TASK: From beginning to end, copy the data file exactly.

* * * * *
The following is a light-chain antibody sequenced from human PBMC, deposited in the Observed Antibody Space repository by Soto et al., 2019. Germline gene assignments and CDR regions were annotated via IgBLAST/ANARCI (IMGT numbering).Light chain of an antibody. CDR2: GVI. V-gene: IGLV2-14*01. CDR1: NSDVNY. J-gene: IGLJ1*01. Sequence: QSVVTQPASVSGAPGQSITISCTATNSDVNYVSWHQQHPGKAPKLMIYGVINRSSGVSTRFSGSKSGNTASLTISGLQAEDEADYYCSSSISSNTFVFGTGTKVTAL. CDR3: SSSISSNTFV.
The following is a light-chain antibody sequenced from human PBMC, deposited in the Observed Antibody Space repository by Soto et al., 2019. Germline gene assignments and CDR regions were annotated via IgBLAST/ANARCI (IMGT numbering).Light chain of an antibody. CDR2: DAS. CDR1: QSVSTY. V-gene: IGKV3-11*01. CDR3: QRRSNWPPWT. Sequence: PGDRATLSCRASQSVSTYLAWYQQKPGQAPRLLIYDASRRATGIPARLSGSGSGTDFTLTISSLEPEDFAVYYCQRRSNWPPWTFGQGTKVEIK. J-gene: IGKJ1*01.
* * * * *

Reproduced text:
The following is a light-chain antibody sequenced from human PBMC, deposited in the Observed Antibody Space repository by Soto et al., 2019. Germline gene assignments and CDR regions were annotated via IgBLAST/ANARCI (IMGT numbering).Light chain of an antibody. CDR2: GVI. V-gene: IGLV2-14*01. CDR1: NSDVNY. J-gene: IGLJ1*01. Sequence: QSVVTQPASVSGAPGQSITISCTATNSDVNYVSWHQQHPGKAPKLMIYGVINRSSGVSTRFSGSKSGNTASLTISGLQAEDEADYYCSSSISSNTFVFGTGTKVTAL. CDR3: SSSISSNTFV.
The following is a light-chain antibody sequenced from human PBMC, deposited in the Observed Antibody Space repository by Soto et al., 2019. Germline gene assignments and CDR regions were annotated via IgBLAST/ANARCI (IMGT numbering).Light chain of an antibody. CDR2: DAS. CDR1: QSVSTY. V-gene: IGKV3-11*01. CDR3: QRRSNWPPWT. Sequence: PGDRATLSCRASQSVSTYLAWYQQKPGQAPRLLIYDASRRATGIPARLSGSGSGTDFTLTISSLEPEDFAVYYCQRRSNWPPWTFGQGTKVEIK. J-gene: IGKJ1*01.